John Cockcroft


Sir John Douglas Cockcroft

Photo from the Nobel Foundation archive.

Sir John Douglas Cockcroft
The Nobel Prize in Physics 1951

Born: 27 May 1897, Todmorden, United Kingdom

Died: 18 September 1967, Cambridge, United Kingdom

Affiliation at the time of the award: Atomic Energy Research Establishment, Harwell, Berkshire, United Kingdom

Prize motivation: “for their pioneer work on the transmutation of atomic nuclei by artificially accelerated atomic particles”

Prize share: 1/2


John Cockcroft was born into an English family active in the cotton industry. He studied mathematics and electrotechnical engineering in Manchester, with a break for military service during World War I. After working for a couple of years in electrotechnology, he came to Cambridge in 1924. Among other things, he worked the Cavendish Laboratory there. During World War II he worked on developing radar. After the war he worked primarily within the UK Atomic Energy Authority. Cockcroft married in 1925 and had four daughters and one son.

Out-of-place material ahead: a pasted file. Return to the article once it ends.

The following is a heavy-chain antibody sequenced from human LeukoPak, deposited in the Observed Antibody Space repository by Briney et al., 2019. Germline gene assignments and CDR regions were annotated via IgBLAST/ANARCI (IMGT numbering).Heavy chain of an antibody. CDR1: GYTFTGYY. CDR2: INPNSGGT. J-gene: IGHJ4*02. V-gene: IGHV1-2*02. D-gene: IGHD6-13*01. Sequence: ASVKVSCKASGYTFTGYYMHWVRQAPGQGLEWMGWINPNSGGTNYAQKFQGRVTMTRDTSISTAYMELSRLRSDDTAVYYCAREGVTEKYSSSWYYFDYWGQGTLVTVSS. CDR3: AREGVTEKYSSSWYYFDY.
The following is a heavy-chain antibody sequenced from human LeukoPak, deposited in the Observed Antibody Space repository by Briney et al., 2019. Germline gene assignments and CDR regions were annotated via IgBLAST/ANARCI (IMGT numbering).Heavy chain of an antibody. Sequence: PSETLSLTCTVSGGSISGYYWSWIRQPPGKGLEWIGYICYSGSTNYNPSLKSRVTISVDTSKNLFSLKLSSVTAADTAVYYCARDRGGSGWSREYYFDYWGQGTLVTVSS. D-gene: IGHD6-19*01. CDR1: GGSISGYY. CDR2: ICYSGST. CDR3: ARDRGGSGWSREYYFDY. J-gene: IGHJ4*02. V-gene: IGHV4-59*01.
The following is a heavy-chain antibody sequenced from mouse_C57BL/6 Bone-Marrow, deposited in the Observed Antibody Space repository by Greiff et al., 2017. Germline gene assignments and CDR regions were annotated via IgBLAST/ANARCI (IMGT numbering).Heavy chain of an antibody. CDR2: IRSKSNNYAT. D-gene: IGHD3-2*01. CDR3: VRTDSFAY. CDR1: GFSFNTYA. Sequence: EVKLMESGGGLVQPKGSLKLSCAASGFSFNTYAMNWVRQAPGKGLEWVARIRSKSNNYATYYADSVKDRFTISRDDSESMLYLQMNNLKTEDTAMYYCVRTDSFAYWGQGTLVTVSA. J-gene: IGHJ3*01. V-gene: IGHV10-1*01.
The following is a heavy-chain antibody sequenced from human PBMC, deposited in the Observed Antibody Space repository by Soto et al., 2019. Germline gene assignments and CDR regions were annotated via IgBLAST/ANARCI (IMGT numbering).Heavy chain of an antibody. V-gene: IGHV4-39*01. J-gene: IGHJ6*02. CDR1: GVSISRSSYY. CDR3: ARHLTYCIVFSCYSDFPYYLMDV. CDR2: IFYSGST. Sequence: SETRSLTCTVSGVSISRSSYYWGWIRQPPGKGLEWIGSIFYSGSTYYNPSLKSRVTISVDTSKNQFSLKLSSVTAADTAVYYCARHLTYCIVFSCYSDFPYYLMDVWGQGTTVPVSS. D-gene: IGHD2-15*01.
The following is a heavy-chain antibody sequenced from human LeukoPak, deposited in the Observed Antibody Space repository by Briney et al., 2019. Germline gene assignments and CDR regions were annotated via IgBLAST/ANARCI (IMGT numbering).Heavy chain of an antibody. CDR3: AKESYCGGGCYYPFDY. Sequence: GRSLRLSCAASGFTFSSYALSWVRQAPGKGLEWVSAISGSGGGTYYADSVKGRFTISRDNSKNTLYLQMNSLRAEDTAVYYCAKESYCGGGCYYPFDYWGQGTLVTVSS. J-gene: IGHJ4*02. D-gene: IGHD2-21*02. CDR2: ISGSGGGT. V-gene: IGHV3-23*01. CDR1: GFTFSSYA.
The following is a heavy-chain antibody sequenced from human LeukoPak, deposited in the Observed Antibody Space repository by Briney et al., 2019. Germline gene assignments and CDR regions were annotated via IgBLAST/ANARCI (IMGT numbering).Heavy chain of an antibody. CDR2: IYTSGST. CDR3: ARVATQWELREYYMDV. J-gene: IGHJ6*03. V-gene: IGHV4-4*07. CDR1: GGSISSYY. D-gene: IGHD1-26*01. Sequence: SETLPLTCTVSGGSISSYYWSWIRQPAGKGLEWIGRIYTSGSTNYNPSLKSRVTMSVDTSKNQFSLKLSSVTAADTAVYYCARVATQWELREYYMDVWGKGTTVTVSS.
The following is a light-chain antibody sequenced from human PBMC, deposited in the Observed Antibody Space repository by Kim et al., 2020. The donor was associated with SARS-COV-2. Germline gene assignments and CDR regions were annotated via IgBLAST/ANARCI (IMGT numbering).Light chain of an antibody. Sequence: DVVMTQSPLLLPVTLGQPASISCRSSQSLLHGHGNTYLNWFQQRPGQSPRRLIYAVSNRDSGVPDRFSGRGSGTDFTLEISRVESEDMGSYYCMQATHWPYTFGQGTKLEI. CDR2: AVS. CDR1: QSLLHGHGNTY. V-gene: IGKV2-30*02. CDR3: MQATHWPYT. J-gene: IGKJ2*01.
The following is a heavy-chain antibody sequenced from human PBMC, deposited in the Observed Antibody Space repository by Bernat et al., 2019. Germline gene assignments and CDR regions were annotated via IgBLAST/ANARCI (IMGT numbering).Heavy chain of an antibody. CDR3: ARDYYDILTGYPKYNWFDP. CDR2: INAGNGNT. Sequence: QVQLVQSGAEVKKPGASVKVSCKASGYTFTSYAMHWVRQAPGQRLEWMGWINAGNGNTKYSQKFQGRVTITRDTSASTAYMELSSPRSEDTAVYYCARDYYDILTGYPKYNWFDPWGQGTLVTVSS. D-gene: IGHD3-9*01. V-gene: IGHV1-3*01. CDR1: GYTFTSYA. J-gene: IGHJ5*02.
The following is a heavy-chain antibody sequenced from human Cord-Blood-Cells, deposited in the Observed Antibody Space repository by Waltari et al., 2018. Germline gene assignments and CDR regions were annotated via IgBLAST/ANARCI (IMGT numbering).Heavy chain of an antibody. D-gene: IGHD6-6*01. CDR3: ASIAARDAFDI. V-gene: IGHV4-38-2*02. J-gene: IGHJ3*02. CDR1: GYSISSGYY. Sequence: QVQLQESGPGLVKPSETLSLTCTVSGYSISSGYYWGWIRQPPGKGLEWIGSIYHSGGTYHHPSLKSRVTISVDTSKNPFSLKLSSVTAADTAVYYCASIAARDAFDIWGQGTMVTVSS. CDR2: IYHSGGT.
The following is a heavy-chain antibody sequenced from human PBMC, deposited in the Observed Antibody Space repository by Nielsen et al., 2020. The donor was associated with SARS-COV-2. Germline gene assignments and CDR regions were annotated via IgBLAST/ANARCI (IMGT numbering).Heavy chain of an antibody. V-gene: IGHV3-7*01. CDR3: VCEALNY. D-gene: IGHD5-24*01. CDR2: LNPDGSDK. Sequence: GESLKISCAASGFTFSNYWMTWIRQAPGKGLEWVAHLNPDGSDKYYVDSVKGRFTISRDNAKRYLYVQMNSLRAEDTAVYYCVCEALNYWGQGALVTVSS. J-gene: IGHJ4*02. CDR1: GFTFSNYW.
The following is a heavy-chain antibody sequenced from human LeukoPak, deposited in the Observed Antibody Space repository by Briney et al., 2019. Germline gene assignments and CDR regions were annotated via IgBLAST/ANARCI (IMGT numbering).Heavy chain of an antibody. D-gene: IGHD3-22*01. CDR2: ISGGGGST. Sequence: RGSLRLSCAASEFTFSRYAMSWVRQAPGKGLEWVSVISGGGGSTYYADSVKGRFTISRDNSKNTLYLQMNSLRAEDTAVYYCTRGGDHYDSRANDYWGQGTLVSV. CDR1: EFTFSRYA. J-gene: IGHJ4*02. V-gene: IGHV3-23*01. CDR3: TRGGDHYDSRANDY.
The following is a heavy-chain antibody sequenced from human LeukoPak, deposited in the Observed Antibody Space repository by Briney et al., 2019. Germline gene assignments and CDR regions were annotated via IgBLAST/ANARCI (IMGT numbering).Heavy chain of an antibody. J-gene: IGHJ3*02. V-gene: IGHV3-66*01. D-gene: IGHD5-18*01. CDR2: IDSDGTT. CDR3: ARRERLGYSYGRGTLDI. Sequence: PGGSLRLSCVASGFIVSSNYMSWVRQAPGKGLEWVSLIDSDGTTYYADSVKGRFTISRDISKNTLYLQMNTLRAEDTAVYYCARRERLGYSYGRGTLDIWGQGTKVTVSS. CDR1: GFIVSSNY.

Ernest Rutherford used alpha particles from radioactive elements to study nuclear reactions and used his findings to convert nitrogen into oxygen. However, only a very few nuclear reactions could be achieved using alpha particles. John Cockcroft and Ernest Walton developed a device, an accelerator, to generate more penetrating radiation. Using a strong electric field, protons were accelerated to high velocities. In 1932, they bombarded lithium with protons, causing their nuclei to split and producing two alpha particles.

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